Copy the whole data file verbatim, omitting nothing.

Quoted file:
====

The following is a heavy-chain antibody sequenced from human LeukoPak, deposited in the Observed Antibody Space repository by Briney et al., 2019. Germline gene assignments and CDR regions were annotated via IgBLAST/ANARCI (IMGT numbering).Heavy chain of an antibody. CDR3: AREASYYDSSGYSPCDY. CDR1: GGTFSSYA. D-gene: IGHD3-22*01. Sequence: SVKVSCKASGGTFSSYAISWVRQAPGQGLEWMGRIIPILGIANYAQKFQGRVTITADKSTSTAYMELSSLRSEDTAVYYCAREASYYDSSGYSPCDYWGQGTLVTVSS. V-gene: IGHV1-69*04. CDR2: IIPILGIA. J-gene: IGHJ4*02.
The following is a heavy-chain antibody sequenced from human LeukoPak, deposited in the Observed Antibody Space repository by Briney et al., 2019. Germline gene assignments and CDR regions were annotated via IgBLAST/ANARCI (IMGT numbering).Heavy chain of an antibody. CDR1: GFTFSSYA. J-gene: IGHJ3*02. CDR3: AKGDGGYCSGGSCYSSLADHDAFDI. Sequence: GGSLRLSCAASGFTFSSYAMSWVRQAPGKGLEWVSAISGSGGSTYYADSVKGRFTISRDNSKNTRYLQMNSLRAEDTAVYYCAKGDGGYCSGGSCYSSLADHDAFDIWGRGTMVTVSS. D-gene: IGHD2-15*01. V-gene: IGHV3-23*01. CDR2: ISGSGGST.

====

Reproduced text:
The following is a heavy-chain antibody sequenced from human LeukoPak, deposited in the Observed Antibody Space repository by Briney et al., 2019. Germline gene assignments and CDR regions were annotated via IgBLAST/ANARCI (IMGT numbering).Heavy chain of an antibody. CDR3: AREASYYDSSGYSPCDY. CDR1: GGTFSSYA. D-gene: IGHD3-22*01. Sequence: SVKVSCKASGGTFSSYAISWVRQAPGQGLEWMGRIIPILGIANYAQKFQGRVTITADKSTSTAYMELSSLRSEDTAVYYCAREASYYDSSGYSPCDYWGQGTLVTVSS. V-gene: IGHV1-69*04. CDR2: IIPILGIA. J-gene: IGHJ4*02.
The following is a heavy-chain antibody sequenced from human LeukoPak, deposited in the Observed Antibody Space repository by Briney et al., 2019. Germline gene assignments and CDR regions were annotated via IgBLAST/ANARCI (IMGT numbering).Heavy chain of an antibody. CDR1: GFTFSSYA. J-gene: IGHJ3*02. CDR3: AKGDGGYCSGGSCYSSLADHDAFDI. Sequence: GGSLRLSCAASGFTFSSYAMSWVRQAPGKGLEWVSAISGSGGSTYYADSVKGRFTISRDNSKNTRYLQMNSLRAEDTAVYYCAKGDGGYCSGGSCYSSLADHDAFDIWGRGTMVTVSS. D-gene: IGHD2-15*01. V-gene: IGHV3-23*01. CDR2: ISGSGGST.